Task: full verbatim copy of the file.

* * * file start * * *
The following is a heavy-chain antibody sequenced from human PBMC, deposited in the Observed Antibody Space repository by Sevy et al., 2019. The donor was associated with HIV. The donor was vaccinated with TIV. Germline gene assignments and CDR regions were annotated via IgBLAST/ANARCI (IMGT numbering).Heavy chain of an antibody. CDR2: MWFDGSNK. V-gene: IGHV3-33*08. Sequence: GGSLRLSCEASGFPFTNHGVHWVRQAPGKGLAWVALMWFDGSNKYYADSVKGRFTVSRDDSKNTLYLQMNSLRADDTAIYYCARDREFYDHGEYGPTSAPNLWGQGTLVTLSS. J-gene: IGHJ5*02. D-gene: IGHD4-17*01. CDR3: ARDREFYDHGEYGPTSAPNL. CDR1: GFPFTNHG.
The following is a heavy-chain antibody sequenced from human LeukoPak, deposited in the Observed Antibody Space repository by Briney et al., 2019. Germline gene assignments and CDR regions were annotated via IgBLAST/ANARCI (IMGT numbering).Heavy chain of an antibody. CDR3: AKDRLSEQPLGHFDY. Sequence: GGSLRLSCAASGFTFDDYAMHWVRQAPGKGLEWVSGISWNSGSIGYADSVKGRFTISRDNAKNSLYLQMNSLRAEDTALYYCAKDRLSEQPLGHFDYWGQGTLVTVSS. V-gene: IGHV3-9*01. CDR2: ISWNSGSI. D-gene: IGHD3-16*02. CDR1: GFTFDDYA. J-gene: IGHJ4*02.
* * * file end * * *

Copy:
The following is a heavy-chain antibody sequenced from human PBMC, deposited in the Observed Antibody Space repository by Sevy et al., 2019. The donor was associated with HIV. The donor was vaccinated with TIV. Germline gene assignments and CDR regions were annotated via IgBLAST/ANARCI (IMGT numbering).Heavy chain of an antibody. CDR2: MWFDGSNK. V-gene: IGHV3-33*08. Sequence: GGSLRLSCEASGFPFTNHGVHWVRQAPGKGLAWVALMWFDGSNKYYADSVKGRFTVSRDDSKNTLYLQMNSLRADDTAIYYCARDREFYDHGEYGPTSAPNLWGQGTLVTLSS. J-gene: IGHJ5*02. D-gene: IGHD4-17*01. CDR3: ARDREFYDHGEYGPTSAPNL. CDR1: GFPFTNHG.
The following is a heavy-chain antibody sequenced from human LeukoPak, deposited in the Observed Antibody Space repository by Briney et al., 2019. Germline gene assignments and CDR regions were annotated via IgBLAST/ANARCI (IMGT numbering).Heavy chain of an antibody. CDR3: AKDRLSEQPLGHFDY. Sequence: GGSLRLSCAASGFTFDDYAMHWVRQAPGKGLEWVSGISWNSGSIGYADSVKGRFTISRDNAKNSLYLQMNSLRAEDTALYYCAKDRLSEQPLGHFDYWGQGTLVTVSS. V-gene: IGHV3-9*01. CDR2: ISWNSGSI. D-gene: IGHD3-16*02. CDR1: GFTFDDYA. J-gene: IGHJ4*02.